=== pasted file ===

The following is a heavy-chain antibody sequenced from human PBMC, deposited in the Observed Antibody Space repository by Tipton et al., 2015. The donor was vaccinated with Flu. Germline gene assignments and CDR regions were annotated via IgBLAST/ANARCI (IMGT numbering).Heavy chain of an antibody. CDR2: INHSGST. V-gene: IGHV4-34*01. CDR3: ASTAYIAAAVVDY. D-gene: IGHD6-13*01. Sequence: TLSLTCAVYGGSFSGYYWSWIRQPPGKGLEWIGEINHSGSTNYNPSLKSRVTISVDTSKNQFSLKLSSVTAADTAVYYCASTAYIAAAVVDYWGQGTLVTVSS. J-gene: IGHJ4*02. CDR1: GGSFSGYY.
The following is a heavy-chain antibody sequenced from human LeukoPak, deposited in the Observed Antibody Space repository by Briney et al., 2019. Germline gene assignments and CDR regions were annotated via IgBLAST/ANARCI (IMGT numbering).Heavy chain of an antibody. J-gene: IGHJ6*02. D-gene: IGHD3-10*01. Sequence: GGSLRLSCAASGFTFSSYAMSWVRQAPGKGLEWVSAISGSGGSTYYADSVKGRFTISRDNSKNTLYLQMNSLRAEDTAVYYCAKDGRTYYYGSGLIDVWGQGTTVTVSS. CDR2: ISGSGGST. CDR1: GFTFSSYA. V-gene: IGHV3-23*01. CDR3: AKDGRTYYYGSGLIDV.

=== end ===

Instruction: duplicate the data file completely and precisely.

The following is a heavy-chain antibody sequenced from human PBMC, deposited in the Observed Antibody Space repository by Tipton et al., 2015. The donor was vaccinated with Flu. Germline gene assignments and CDR regions were annotated via IgBLAST/ANARCI (IMGT numbering).Heavy chain of an antibody. CDR2: INHSGST. V-gene: IGHV4-34*01. CDR3: ASTAYIAAAVVDY. D-gene: IGHD6-13*01. Sequence: TLSLTCAVYGGSFSGYYWSWIRQPPGKGLEWIGEINHSGSTNYNPSLKSRVTISVDTSKNQFSLKLSSVTAADTAVYYCASTAYIAAAVVDYWGQGTLVTVSS. J-gene: IGHJ4*02. CDR1: GGSFSGYY.
The following is a heavy-chain antibody sequenced from human LeukoPak, deposited in the Observed Antibody Space repository by Briney et al., 2019. Germline gene assignments and CDR regions were annotated via IgBLAST/ANARCI (IMGT numbering).Heavy chain of an antibody. J-gene: IGHJ6*02. D-gene: IGHD3-10*01. Sequence: GGSLRLSCAASGFTFSSYAMSWVRQAPGKGLEWVSAISGSGGSTYYADSVKGRFTISRDNSKNTLYLQMNSLRAEDTAVYYCAKDGRTYYYGSGLIDVWGQGTTVTVSS. CDR2: ISGSGGST. CDR1: GFTFSSYA. V-gene: IGHV3-23*01. CDR3: AKDGRTYYYGSGLIDV.